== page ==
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Regulated Waste, Non-Hazardous Waste

There is a category of waste that is considered non-hazardous waste but is still regulated when we talked at length about what to do with medical waste, specifically red bag waste and sharps waste. This regulated waste can actually go in the regular trash. Empty bottles, such as those that contained basic hazardous materials must be managed as hazardous waste. Although most glass waste may be disposed of as regular trash.

What are the differences? The container must comprise less than 3% of the original volume to be discarded in the regular trash.

Another thing is paper and plastic waste generated in a laboratory. Most of these items may be disposed of in regular waste containers. In some cases it may become necessary to dispose of paper and plastic as hazardous waste. It’s is necessary when spill cleanups or contamination with very hazardous materials.

Regulated waste also includes depleted aerosol cans, food waste, non-surgical non-radioactive medical waste and packaging which result from plant production, manufacturing, or laboratory operations.

Hazardous and non-hazardous waste is regulated at the state level. Therefore to make sure you’re in compliance always check with local laws.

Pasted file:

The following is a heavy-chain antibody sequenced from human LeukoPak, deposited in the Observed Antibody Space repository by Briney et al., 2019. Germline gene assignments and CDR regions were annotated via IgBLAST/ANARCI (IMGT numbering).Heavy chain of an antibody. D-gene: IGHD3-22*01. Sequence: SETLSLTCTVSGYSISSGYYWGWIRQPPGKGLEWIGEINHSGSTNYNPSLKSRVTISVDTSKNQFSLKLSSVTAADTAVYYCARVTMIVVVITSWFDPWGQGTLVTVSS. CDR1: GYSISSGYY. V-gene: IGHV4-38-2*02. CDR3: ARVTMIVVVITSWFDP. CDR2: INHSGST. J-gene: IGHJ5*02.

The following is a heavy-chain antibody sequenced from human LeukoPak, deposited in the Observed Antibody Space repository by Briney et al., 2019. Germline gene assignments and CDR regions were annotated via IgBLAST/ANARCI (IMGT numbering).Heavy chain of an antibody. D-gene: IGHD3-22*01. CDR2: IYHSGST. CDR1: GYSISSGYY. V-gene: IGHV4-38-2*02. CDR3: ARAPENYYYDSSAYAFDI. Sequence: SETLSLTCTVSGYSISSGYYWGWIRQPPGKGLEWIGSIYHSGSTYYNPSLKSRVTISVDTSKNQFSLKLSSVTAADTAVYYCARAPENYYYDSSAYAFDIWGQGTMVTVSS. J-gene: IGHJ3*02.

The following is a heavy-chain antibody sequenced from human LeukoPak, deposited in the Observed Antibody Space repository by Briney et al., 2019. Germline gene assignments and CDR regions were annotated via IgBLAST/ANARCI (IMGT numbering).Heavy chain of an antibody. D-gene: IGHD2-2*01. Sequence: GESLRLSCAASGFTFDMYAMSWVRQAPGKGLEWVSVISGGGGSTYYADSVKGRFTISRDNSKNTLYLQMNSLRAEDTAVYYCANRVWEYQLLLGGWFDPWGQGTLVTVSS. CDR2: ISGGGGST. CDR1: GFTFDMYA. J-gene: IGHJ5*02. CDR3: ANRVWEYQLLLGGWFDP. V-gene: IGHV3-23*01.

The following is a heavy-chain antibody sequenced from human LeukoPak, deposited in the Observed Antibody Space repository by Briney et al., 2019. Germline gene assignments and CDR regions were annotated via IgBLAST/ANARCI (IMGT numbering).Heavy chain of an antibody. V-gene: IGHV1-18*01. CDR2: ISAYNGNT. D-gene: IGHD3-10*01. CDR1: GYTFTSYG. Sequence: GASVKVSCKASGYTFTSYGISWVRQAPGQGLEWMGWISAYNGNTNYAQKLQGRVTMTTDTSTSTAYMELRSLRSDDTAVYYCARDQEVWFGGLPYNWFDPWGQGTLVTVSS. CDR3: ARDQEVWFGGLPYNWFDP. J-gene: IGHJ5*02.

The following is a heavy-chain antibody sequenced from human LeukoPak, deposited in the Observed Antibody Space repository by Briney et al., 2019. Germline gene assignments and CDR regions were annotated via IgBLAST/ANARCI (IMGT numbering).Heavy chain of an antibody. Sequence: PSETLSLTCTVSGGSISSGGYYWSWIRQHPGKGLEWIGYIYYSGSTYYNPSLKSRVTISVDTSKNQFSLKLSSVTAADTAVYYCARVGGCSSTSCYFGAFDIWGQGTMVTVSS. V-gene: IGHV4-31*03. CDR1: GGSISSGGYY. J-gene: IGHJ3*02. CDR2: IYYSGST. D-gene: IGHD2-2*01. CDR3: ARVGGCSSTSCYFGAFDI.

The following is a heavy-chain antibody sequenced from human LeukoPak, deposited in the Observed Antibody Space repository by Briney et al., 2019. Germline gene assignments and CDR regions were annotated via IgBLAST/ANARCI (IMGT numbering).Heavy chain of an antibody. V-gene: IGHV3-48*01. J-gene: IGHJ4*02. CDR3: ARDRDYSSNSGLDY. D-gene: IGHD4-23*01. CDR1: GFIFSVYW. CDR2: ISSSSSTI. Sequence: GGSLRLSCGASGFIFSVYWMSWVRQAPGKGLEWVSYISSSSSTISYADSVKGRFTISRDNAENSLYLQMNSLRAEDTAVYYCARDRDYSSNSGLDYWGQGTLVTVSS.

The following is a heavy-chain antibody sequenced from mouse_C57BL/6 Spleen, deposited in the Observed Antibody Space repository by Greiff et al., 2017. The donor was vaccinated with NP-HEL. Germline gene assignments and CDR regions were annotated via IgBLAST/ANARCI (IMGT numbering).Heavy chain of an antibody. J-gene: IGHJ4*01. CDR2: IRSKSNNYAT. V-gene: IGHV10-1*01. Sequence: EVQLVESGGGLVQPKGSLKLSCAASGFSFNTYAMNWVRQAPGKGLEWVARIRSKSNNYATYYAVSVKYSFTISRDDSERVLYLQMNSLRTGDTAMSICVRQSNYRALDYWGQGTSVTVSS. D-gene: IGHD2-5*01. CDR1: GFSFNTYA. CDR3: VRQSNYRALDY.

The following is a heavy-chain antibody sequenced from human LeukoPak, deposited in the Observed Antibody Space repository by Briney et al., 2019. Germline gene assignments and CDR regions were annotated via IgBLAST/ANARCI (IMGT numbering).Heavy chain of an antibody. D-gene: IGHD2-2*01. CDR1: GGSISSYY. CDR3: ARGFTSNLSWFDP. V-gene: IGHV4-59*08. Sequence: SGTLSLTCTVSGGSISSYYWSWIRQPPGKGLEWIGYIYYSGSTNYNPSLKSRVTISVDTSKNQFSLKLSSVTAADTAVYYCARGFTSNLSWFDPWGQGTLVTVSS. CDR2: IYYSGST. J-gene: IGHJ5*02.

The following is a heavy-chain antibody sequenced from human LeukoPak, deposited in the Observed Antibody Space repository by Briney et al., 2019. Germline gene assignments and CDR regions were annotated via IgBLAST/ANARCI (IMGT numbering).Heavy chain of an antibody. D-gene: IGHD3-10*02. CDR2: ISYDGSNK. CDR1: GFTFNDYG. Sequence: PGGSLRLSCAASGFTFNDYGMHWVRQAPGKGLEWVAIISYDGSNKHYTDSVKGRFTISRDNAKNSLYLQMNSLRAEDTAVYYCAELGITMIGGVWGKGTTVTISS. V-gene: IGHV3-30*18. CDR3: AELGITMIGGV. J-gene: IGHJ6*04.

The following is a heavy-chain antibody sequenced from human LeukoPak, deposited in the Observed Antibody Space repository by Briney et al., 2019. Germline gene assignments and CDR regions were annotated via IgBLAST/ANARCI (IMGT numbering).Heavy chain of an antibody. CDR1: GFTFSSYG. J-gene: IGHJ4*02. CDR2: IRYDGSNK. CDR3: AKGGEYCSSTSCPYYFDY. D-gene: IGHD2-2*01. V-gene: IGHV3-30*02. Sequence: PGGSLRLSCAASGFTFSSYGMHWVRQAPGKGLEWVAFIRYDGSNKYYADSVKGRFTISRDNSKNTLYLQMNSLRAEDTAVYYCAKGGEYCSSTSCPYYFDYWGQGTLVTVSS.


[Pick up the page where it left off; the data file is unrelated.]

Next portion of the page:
To define if you have non-hazardous material is through safety data sheets (SDS). These documents tell you exactly what is hazardous, what chemicals are hazardous, and what’s included in products and the composition of specific materials.

Make sure that it offers full-service waste management in case you’re looking to work with a hazardous waste disposal company. A full-service company will have the proper permitting, licensing and insurance to legally identify, handle, and transport many types of waste. Glycon LLC offers green, responsible and certified disposal for all hazardous waste. This includes medical waste, pathological waste, and universal waste. Call today!

Once The Containers are away What Exactly Happens To All Your Organization’s Medical Waste?

Did you ever ask yourself what happens to medical waste once the workers picked it up? Where does this waste go once it is collected? More importantly, what are the risks associated with improper disposal?

Biohazardous waste or medical waste is waste that contains potentially infectious materials. However hospitals and doctors’ offices usually have it. Anywhere that blood, fluids, tissues, or byproducts are present you can find hazardous waste. Tattoo salons, veterinary practices, assisted living facilities, labs, and even funeral shops are the places where you can find them.